The World Through Rose Colored Glasses
Question: What kind of world is it when you don’t see black, grey, and brown?
Answer: It’s the world of colorists and expressionist landscape painters.
And what a lovely world it is. I know that personally, I ‘m attracted to high color. The primaries are my friends, and I don’t want much to do with those “sad,” muted colors.
In my last post, I wrote about landscape as a personal vision. I noticed that there are some other landscape painters at Wilde Meyer who express how they feel when they look at a scene, rather than try to reproduce it. These painters feel really good!
Michelle Chrisman does the majority of her painting outdoors in New Mexico. “Part of the enjoyment for me is to be outside, to paint quickly and record my emotional response to what I’m seeing,” she said. “I love to get in the zone, surrounded by nature, and paint alla prima, that is, wet on wet, finishing in one session.” Her painting entitled “Desert Oasis,” shown at the top of this post, is a good example of her fresh style. It’s as if she took in her surroundings and expressed it in just a moment, to say how it affected her.
Michelle is a colorist who “hyper sees,” that is, she sees the hues that make up the local color others perceive. She’s very interested in the effect of light and spectral color, which is defined by Wikipedia as “a color that is evoked by a single wavelength of light in the visible spectrum, or by a relatively narrow band of wavelengths. The spectrum is often divided up into named colors: red, orange yellow, green, blue and violet.”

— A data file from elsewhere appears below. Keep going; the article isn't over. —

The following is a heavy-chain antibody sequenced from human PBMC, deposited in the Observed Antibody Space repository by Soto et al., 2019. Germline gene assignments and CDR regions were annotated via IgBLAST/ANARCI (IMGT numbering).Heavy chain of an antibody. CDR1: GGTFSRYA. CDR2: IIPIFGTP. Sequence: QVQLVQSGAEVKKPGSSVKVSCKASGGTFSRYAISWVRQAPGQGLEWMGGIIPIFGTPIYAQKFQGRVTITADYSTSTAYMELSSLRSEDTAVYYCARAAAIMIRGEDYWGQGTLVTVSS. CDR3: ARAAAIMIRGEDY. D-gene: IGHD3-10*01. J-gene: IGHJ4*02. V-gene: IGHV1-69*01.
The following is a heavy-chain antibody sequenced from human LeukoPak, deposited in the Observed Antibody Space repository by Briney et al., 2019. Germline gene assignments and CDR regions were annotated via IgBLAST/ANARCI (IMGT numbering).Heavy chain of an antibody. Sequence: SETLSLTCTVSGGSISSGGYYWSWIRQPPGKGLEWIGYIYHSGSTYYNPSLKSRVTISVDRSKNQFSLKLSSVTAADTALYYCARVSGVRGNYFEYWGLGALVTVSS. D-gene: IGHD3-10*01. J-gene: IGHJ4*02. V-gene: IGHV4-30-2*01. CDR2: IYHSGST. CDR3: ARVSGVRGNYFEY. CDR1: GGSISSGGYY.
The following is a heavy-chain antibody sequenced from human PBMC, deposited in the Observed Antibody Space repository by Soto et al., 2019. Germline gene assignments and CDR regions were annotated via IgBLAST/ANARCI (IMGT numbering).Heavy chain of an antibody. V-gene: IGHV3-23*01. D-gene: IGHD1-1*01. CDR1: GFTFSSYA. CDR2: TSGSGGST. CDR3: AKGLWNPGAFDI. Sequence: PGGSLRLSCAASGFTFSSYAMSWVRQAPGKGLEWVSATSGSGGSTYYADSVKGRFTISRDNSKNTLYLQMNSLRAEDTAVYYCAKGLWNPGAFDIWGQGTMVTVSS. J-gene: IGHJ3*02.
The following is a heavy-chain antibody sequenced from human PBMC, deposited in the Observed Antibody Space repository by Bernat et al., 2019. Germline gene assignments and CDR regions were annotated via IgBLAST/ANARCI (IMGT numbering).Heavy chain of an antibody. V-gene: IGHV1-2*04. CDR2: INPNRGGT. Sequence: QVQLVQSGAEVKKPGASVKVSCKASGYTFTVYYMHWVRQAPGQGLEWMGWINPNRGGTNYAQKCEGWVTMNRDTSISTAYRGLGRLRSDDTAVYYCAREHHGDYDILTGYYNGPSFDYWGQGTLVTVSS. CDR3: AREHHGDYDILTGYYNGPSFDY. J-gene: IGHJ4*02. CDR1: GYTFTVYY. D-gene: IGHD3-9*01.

You can see Michelle’s technique and color vision in her painting entitled “Kitchen Mesa.” It was painted at Ghost Ranch, the site of many of Georgia O’Keeffe’s paintings. I like the wonderful reds and yellows she uses to show warmth and light, and the soft violets to indicate the shadow of the rock crevices. The blue/green hue in the foreground really pops against the red tones around it. In addition to strong color, Michelle uses heavy texture with a palette knife to describe her landscape.
“For me, paint is part of the experience,” she said. “I want it to be luscious, to say ‘I’m paint, touch me!’”
Barbara Gurwitz wants to create a sense of place in her landscape paintings. She takes photos and does sketches of the special places she wants to paint. But realism takes a back seat to the expression of how she felt at the time of her visit to the site. “I’m not interested in duplicating the colors of nature,” she said. “I’ve always chosen colors that speak to the way I see the world, which are sometimes different from what you would expect.”
When Barbara paints, she often calls upon her spiritual mentor, Vincent Van Gogh (who wasn’t quite as upbeat as she). “I love his willingness to paint as he saw fit, and he’s always been an inspiration to me.”
Leigh Gusterson learned to paint in New Jersey and was trained in the Hudson River style of plein air painting. “It was grey and humid a lot of the time, and my paintings reflected that weather.” But things changed when she relocated to Taos and experienced the effect of the light there. Now, Leigh loves to push color when she paints on location at her favorite sites.
|Hollyhock Morning 9.25" x 12"|
“As artists, we train our eyes to see shapes, form and color more intensely,” Leigh said. “I like to share what I see with viewers of my artwork.” Even though Leigh uses non-traditional colors (as in “Hollyhock Morning”), she said that her palette is simple, with just 12-14 colors. “I can make anything I want with these colors,” she explains. “And, sometimes, it’s just the awesome New Mexican landscape that displays these amazing colors!” She said the pink cliffs in “Magpie Playground” really exist.
Like Barbara, Leigh enjoys painting scenes of villages nestled in the mountain foothills, with their farms, houses and church. She, too, chooses to wear rose-colored glasses, and infuses some of her work with a sense of whimsy, as in “Drive By Sheep.”
So, if you’re living in the southwest, take a drive to a favorite spot and look again. You, too, may see some amazing colors you’ve never noticed there before.